Editorials published by the Goffstown Residents
Association are written by various members and
contributing non-members of the GRA.

November 27, 2009
Budget Committee must look at salaries

Beginning Tuesday, the Goffstown Budget Committee will begin its deliberations on this year's town and school budgets.  During this process, there will be much to consider.

Local services (school and town) cost money and are provided by our employees and our employees do a good job; however, their benefits have seen huge increases. The cost of health insurance has taken a big jump again this year and the budgets' contribution to their retirement fund is huge. These increases are, in part, a result of the lawmakers up in Concord and I will not grind away on that issue. The magnitude of these increases was not on the radar screen one, two and three years ago for the Budget Committee, the Board of Selectmen, the School Board, and the voters when the current collective bargaining agreements were approved. 

For example, a quick analysis of the school budget shows a 15.8% increase in health insurance costs and a 18.1% increase in retirement costs in just this year alone. Over the past three years, these increases have been 30.8% and 50.0% respectfully. Ouch!

What does this mean? In just this year, these two benefits alone amount to an increase $825,000. I contend that a 6% increase annually the expectation would have produced a $295,000 increase. That amounts to over a half a million dollars ($530,000) in costs that do not give us, the taxpayers, any increase in services whatsoever that were not expected or planned. 

Salaries and benefits for the schools total almost $25M of the proposed budget of $36.1M, while on the town side, the personnel costs are even a greater percentage of the overall operating budget.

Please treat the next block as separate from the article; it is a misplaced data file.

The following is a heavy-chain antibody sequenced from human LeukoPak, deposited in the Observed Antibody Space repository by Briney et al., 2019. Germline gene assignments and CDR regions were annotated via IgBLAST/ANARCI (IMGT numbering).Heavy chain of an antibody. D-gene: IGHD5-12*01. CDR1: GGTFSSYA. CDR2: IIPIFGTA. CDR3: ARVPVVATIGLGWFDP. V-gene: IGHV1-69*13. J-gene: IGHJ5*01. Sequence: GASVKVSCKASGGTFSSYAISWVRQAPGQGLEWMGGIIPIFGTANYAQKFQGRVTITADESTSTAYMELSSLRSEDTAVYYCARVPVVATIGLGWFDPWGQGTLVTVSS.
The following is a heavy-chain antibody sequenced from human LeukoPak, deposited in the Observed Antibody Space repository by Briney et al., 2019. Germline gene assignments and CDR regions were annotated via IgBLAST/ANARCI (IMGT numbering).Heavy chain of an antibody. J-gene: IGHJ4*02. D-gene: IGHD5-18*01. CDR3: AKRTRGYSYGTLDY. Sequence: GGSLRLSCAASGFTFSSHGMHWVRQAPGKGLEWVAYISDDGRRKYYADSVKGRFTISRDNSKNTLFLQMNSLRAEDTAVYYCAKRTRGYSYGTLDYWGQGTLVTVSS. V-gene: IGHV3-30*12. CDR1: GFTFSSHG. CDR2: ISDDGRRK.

Over the years, the Budget Committee, the School District, and the School Board have concentrated upon constraints to the non-personnel portion of the school budget to achieve reductions. The cost of these reductions have resulted in more and more cost shifting to the students and their parents in reduced offerings and fees for service. One hundred percent of the reductions, mind you!

Now, again the elephant in the room, salary increases. With no increase in the student base, the salary increases in the school budget amount to $783,000 or 4.76%. Even the School Board is giving themselves a 4.15% pay increase!

Do you expect to see an increase like that in your income???

We should look toward the beneficiaries of these increase to cover some of these costs while we, the taxpayers, are getting nothing measurable for these greatly increased costs. Not even the students are getting an increase in benefits, only the staff, so it is "not for the kiddies" my friends.

We are down to the wire in the budget cycle. From where I sit there are two acceptable options. One option would be for the respective collective bargaining units to step forward with a good faith effort to help reduce the school and the town operating budgets. The other option is for the budget committee to come forward with proposed budgets providing less funding to the salary lines. The third option will not on the table until the proposed budget goes to the voters. It is your dollar, spend it wisely. 



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